Scouts honour, the main reason I was ever interested in meeting him was because he photographed Honey Boo Boo. And we have been fast friends ever since.
So George sat down with me for an hour, which quickly turned to two, and we talked about Squiggling.
George – squiggling mostly starts with having a great idea pop in your head that makes you kinda nervous. When was the last time you did something that made you nervous?
Always asking questions about things I don’t know. The process of exploration with my camera in my hand is totally exhilarating and empowering.
Take these farm dinners I have been photographing this summer in Boulder. The dinners are different every night, depending on the rainfall, the wind, what’s freshest. It is all based literally on which way the wind is blowing. The business is incredible - they post news of a lottery the next dinner and they are sold out almost immediately. Each experience of these dinners is unique. So why would I go in with a formula about how I will shoot the pictures?
I am just operating on instinct, pointing my camera where it needs to go.
I am interested in capturing a moment and even better a feeling. Not a pose, or a “look” or a manufactured anything. I want to capture life.
There are places you can stick your eye, your camera or your mind to see the world differently. I stick my lens deep down in the steaming pot of fresh pasta.
So be in the moment, be guided. That’s is entirely my process, to the extent it’s a process. But have you ever felt uncertain if the pictures would “come out” and you’ve screwed up a whole shoot?
What do we really think we have control over? Why do we insist on telling ourselves, and the world, what we already know? I want to push past what I know and come out the other side more enlightened. I want to take pictures where I have idea what will happen, that is where the good stuff unfolds.
I want to go to a dinner party where I don’t have a clue what anyone is talking about, and just listen. Maybe I learn something and maybe I don’t. Admit to yourself how much you don’t know.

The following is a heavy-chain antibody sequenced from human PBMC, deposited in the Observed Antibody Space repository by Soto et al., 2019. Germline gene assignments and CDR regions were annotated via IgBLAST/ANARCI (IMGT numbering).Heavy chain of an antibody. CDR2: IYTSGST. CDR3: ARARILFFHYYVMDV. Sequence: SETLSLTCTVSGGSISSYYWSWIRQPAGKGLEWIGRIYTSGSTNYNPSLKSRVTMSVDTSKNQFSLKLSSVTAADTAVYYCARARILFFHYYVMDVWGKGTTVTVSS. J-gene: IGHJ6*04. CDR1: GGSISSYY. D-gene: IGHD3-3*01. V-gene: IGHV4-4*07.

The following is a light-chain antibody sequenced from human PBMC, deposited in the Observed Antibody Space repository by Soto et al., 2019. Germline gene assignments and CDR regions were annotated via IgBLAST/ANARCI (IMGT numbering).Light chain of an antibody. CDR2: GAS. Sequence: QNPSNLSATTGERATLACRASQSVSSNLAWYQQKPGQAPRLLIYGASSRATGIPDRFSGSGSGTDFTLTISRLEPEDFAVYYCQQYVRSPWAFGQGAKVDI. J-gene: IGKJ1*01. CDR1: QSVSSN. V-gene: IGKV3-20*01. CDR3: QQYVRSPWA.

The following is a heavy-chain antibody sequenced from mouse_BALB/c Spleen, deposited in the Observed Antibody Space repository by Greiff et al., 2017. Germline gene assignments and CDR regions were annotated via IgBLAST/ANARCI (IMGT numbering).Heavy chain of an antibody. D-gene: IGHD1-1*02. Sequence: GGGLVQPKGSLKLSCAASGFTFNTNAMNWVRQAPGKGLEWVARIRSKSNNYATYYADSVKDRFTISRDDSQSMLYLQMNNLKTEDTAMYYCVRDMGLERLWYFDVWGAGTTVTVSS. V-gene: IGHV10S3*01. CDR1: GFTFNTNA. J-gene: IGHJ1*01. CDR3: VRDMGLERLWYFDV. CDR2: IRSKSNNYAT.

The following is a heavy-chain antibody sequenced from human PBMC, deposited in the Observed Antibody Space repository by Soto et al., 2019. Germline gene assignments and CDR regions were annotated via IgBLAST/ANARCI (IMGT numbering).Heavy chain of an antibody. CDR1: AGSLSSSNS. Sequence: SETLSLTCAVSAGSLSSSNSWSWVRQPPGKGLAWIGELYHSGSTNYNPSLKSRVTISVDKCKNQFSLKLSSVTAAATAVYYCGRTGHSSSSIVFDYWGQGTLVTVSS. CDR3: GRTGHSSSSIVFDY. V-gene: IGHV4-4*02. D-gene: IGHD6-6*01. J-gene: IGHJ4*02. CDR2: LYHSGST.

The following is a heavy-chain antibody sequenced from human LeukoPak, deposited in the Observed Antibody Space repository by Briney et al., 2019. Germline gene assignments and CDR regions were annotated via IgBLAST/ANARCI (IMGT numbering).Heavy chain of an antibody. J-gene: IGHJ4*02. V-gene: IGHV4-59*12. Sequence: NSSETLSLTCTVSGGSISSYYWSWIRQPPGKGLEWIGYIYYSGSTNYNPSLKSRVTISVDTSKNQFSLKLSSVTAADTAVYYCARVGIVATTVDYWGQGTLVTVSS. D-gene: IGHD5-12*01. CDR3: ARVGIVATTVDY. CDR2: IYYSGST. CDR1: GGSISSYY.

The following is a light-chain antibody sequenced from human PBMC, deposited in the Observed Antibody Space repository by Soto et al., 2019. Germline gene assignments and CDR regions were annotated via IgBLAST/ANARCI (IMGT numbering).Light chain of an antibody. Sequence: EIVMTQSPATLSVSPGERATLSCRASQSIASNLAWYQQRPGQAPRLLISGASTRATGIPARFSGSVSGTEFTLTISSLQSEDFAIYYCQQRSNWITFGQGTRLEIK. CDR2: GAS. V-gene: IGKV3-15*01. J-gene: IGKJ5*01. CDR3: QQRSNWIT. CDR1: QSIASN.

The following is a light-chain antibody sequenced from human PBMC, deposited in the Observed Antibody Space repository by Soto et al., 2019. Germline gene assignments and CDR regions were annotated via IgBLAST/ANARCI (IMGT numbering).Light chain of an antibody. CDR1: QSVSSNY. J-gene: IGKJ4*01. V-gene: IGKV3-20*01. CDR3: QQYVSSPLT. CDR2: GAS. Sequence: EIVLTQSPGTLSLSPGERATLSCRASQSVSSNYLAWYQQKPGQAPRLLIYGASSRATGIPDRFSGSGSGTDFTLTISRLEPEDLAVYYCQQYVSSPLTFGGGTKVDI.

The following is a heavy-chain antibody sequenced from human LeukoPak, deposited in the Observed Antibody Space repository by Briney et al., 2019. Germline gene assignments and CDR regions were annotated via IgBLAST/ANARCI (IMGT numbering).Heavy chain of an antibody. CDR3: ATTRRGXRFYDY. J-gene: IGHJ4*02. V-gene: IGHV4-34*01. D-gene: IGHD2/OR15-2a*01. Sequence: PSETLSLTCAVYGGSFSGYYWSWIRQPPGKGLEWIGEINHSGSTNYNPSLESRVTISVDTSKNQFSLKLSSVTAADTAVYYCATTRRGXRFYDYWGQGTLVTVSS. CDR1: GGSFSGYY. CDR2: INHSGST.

I have no interest in predictable and I am not looking for anyone to be what I expect. That is my job - to show up and show what is different and unique.
Ultimately I think that is what the Squiggly Line is about. It’s about TRULY showing up. We talked a little about one of the “most sexy women alive” that you photographed. I called her plastic and you said she was very unattractive in real life. What is happening there?
What connects me to people who they really are are. I am not so concerned about what they look like on the surface. The more personal I can make a shoot, the more powerful it is.
I am constantly searching for the goodness in my subjects. The place where we are unique, where we are connected, where we are special. I grew up in a very sheltered community where I felt very much a part of the group. Then I went to college and started to realize I was different and I learned that all that I can do is to be the greatest version of myself.
I learned to embrace what makes me different, rather than always trying to fit in. I was the outsider that dipped in and out of people’s lives with my camera. It has been an incredible privilege to be invited in with so many people in my search for that happiness I had as a child.
You once mentioned to me, with much disdain, that a client had told you that the work only needed to be “good enough”.